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Im reading the following two sentances. I feel that the second AND in both of the sentances should be removed, but im not sure gramaticly how to do it correctly.

a) am i correct in my thought that the second AND is not correct.

b) if so would you change the sentances to remove the second AND

Part of the brief was to create easy open plan spaces that weren’t clinical and cold, AND worked with a modern lifestyle.

Key to the success of the project was to create a house that felt easy and relaxed AND where none of the aesthetics felt forced.

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  • [Am I correct in thinking....]. This is basically editing.
    – Lambie
    Nov 24 at 15:53
  • which worked with////and just remove the second and in the second
    – Lambie
    Nov 24 at 15:55
  • "weren't clinical or cold", unless you're happy with a place that is clinical but warm. ("And" follows fine then.)
    – Stuart F
    Nov 24 at 17:41
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(1) You can avoid the arguable garden-path effect here ( ... that weren't A and B and C) simply by adding a second 'that' (though the comma is arguably sufficient):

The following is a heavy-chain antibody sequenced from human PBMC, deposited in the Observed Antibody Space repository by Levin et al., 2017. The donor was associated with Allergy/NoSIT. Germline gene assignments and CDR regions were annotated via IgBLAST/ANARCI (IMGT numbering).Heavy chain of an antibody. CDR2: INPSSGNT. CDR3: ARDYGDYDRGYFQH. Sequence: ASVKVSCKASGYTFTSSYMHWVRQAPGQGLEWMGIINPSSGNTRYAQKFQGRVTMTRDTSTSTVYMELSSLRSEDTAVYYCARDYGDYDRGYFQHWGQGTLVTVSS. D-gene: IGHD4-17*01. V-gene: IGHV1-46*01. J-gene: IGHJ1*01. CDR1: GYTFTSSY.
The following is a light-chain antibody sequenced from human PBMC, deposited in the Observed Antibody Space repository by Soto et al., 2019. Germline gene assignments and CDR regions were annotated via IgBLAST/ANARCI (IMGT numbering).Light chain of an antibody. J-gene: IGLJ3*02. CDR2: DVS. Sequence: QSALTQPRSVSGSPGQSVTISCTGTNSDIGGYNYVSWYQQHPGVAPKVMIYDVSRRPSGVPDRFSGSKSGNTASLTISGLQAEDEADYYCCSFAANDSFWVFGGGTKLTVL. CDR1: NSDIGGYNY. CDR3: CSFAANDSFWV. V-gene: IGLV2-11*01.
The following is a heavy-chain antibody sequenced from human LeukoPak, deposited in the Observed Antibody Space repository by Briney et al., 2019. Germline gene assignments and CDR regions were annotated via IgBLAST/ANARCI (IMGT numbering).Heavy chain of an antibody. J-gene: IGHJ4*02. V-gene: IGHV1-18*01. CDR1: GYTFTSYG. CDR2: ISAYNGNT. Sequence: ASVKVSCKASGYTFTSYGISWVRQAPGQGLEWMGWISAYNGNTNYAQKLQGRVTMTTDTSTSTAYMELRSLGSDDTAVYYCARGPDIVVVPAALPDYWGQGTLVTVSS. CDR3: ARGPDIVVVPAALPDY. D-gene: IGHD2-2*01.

• Part of the brief was to create easy open plan spaces that weren’t clinical and cold, and that worked with a modern lifestyle.

(2) Here, the addition of a comma is certainly sufficient to show that the second 'and' is 'higher-level':

  • Key to the success of the project was to create a house that felt easy and relaxed, and where none of the aesthetics felt forced.

The effect is to 'promote' the second 'and' to an obvious relative-clause-coordinator. Some might like

  • Key to the success of the project was to create a house that felt easy & relaxed, and where none of the aesthetics felt forced.

But this is messy and better reserved for complex lists.

[References covering the disambiguation of different coordination levels of 'and' in various sentences, other than in lists, potentially extremely difficult to find.]

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  • Thanks @Edwin Ashworth , whats your thoughts on using a comma in front of an "and". Personally i feel its a useful piece of grammar, but i was always taught (school in the UK) that a comma before an and is not grammatically correct.
    – sam
    Nov 24 at 21:10
  • See ect's answer, sam (particularly the 'Grammartips' recommendation) and the comment where I've reinstated (and augmented) T.E.D.'s answer at Comma before 'and' in compound sentences. Nov 25 at 11:41

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